Ducks' arrangements with IHL teams suggest partial severing of Bandits ties

THE BALTIMORE SUN

Besides the Bandits, to whom it provides 15 players while charging about $650,000 to cover salaries, Anaheim has working agreements with the Fort Wayne Komets and Long Beach Ice Dogs of the International Hockey League. The Mighty Ducks supply those two teams with between nine and 11 players, mostly young veterans.

What this hints at strongly is that after their two-year contract is up with the Bandits, the Mighty Ducks will be looking to dump the Bandits as a primary affiliate, if not altogether. This should be OK with the local team, as its relationship with Anaheim has not been that beneficial.

While it's true that a coach and three players made the jump to the big club last season, the Ducks have done virtually nothing to solidify the franchise here, and regard the Bandits as an initial testing ground for their youngest signees. Many of the players assigned here the past two seasons hardly could be called NHL prospects. Some weren't even prospects for the AHL.

With the IHL in some major cities opposite NHL franchises (Chicago, Detroit, Phoenix, Los Angeles), it was always thought to be a competitor. Yet several NHL teams have affiliations with IHL clubs. Strange.

Sudden disappearance

About the only thing the Albany River Rats, the Bandits' opponent at the Baltimore Arena tomorrow (7: 30 p.m.), have done wrong the last two years is fail to show up for last year's playoffs. They followed up their championship, 46-17-17 season of 1994-95 with a 54-19-7 record last year while winning 13 straight road games (a pro record) and going unbeaten through 21 games. The Rats lost to Cornwall in the first round of the playoffs, 3-1.

Pssst, don't put Albany on the power play; in its first four games, the River Rats hit eight of 17 attempts for a 47 percent success rate. The Bandits were third with 5-for-9 conversions until they went 0-for-16 last weekend.

On top of their game

Worcester Icecats goaltenders Jamie McLennan and Travis Scott lead the AHL in save percentage at .980 and .968. No wonder the club has allowed just two goals per game and started out 6-2, with one of the losses coming in OT. Scott, fresh out of junior hockey, got a shutout in his AHL debut. Fred Cassivi already has two shutouts and four wins in goal for Syracuse, which suggests Mike Fountain, who held the position last year, might have trouble winning his job back after holding out. When the Bandits' Mike Bales blanked Hamilton recently, it was only the third shutout for the Bandits in their 88-game history. The Bandits and Binghamton have tied, 2-2 and 3-3, in their two meetings, and the former can thank their lucky stars they had Bales in net; the Rangers unloaded 43 shots on the Bandits' goalie in each game. Carolina was outshot by Springfield, 42-15, recently, but the Monarchs prevailed, 3-1, when goalie Kevin Weekes turned away 41 of the shots.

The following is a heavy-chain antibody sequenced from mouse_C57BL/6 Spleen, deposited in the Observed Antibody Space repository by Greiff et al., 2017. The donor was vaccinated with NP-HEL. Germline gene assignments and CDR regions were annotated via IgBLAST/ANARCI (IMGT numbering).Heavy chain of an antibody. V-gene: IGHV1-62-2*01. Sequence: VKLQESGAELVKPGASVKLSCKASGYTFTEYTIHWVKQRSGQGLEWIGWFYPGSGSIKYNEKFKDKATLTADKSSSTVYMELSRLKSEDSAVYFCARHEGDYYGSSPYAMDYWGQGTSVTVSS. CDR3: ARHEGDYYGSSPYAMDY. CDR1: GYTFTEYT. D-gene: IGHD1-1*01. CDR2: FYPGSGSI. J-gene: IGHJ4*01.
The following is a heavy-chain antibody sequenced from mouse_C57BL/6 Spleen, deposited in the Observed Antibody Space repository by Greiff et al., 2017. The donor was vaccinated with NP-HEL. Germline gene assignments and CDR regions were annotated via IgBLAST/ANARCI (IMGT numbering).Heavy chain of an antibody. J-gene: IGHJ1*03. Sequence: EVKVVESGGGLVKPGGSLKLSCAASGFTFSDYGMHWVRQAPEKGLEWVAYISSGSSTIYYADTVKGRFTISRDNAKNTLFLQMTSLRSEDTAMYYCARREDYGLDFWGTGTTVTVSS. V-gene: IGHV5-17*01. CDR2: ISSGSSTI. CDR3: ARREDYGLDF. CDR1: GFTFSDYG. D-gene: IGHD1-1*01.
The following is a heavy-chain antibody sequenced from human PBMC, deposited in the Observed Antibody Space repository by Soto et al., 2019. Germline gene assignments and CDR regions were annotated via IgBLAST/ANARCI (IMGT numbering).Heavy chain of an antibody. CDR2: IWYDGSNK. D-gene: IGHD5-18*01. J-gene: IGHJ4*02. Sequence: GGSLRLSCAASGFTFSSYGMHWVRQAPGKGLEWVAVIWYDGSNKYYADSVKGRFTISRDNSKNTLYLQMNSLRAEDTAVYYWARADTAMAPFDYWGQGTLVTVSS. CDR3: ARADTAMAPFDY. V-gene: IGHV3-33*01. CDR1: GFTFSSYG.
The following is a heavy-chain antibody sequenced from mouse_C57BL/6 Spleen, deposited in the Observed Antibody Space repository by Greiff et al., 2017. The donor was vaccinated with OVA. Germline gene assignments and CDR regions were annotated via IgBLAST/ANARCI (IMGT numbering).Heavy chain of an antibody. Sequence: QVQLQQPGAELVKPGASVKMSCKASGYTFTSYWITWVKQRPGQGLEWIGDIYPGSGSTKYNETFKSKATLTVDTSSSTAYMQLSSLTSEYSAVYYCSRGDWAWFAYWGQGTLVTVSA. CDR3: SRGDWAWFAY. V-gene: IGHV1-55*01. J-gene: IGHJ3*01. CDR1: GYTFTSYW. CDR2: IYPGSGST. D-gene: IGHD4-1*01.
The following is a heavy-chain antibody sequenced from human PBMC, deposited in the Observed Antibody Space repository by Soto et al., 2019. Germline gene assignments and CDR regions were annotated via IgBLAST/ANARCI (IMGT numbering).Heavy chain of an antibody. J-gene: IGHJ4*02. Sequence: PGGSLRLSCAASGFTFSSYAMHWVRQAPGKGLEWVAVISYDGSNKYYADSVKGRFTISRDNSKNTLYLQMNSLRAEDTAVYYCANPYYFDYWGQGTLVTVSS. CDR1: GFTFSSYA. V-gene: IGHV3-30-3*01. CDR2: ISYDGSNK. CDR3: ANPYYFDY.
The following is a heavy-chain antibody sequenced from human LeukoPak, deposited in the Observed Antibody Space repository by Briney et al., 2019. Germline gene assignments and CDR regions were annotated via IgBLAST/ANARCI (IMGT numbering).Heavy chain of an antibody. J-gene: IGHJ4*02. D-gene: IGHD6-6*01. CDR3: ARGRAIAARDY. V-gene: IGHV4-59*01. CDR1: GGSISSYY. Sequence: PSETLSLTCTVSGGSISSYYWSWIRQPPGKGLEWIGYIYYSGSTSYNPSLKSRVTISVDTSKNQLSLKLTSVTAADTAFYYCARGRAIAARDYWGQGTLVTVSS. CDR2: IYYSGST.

Moving up, looking good

Jim Campbell, who finished his 41-goal season with the Bandits last spring, but who was not offered a contract by Anaheim, is the second-leading scorer (4-2-6) for the St. Louis Blues. Another Bandits alumnus, Mike Manelukof Worcester, is tied for second in AHL goals (7-3-10) after two weeks and eight games. John Lilley, another alum who played briefly in Baltimore last year and now is with Rochester, picked up a six-game suspension last week for nearly decapitating Shawn McCosh (Philly) with an elbow.

Pub Date: 10/24/96

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